What’s the Difference Between a Respirator and Ventilator?

Two terms you’ve heard paired with COVID-19 are respirator and ventilator. While we’ve heard the terms in similar context, they serve two very different, while important, purposes. So, what’s the difference between a respirator and a ventilator?

The short answer is that respirators are worn by front-line healthcare professionals for protection against infection, while ventilators are used by patients fighting respiratory illnesses to get the oxygen they need to survive. Let’s dive deeper into the respiratory system and its role when it comes to COVID-19.

The respiratory and cardiovascular systems of the human body are intricately connected to serve a specific life-sustaining purpose: collecting and distributing oxygen throughout the body, while expelling unwanted carbon dioxide. Without a constant supply of oxygen, a condition called hypoxia, cells die of strangulation. Similarly, if carbon dioxide builds up within the tissues, cells malfunction and die. Both conditions can lead to organ failure and even death. The airways of the respiratory system:

  • Move oxygen to the lungs and carbon dioxide out
  • Control the temperature and moisture content of those gases
  • Are the first line of defense against harmful matter trying to invade the body 1

The novel coronavirus (COVID-19) compromises these systems by reducing oxygen input to dangerous levels, leading to a condition known as acute respiratory distress syndrome (ARDS). Once ARDS develops, the recommended treatment involves connecting the patient to a ventilator. The ventilator takes over for the respiratory system to move oxygen through the lungs to the rest of the body.2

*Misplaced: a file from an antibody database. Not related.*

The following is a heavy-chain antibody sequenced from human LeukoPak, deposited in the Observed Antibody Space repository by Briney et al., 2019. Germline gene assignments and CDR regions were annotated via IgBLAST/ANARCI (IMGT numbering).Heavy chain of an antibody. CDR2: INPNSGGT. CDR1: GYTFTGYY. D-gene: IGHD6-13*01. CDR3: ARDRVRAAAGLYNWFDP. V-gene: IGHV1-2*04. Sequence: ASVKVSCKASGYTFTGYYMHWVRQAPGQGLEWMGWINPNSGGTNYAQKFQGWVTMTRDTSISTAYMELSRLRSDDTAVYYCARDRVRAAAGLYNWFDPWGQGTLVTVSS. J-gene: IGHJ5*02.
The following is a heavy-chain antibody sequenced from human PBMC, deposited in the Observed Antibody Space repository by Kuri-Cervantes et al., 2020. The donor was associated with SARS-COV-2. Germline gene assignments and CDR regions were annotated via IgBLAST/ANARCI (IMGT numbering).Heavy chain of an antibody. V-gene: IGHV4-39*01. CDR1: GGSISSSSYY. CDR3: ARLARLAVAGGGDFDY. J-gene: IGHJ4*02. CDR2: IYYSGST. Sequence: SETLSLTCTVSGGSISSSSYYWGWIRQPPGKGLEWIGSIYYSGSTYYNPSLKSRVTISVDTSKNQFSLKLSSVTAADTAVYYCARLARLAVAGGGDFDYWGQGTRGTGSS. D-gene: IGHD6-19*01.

Until now, most respiratory illnesses resulted from serious conditions such as alcoholism, pneumonia and sepsis. Any respiratory ailment is often a sign of a fast-moving disease. Lung problems can be life-threatening and usually require immediate treatment.

Treatment for respiratory illnesses has proven successful for many years, although many patients suffer long-term respiratory consequences, such a chronic lung disease and fatigue. There is much that’s yet unknown about the COVID-19 disease, however. For example, no one’s sure how it’s primarily contracted or what long-term effects it will have on the body following ventilation. That’s why prevention still remains the primary focus of efforts to stop the coronavirus.

Ventilators for Breathing Treatment

Although the terms often have been used interchangeably, there is actually a distinct difference between a respirator and a ventilator. Respirators are used for prevention, while ventilators are used for treatment. 3 Basically, ventilators do the breathing for people who have lost the ability to breathe on their own. Ventilators send oxygen into the patients’ airways through a breathing tube. The tube is inserted through the mouth or the nose to reach the throat.

Since this can be an uncomfortable procedure, the patient may receive some type of anesthesia while a health care worker inserts the tube. The tube is attached to a holder that directs the tube over the head. It may be taped to the face to keep it out of the way.

The breathing tube also may be inserted through a hole in the throat in a procedure called a tracheostomy.7 Since the tube passes through the vocal cords, the patient is unable to speak. Eating also is impossible, so a feeding tube provides nutrients intravenously.

Blood tests and chest x-rays are employed periodically to check oxygen levels while a ventilator is in place. A computer attached to the ventilator allows medical personnel to make adjustments as needed. The breathing tube also must be suctioned regularly to prevent mucus from accumulating. Ventilators also come with various other risks, including: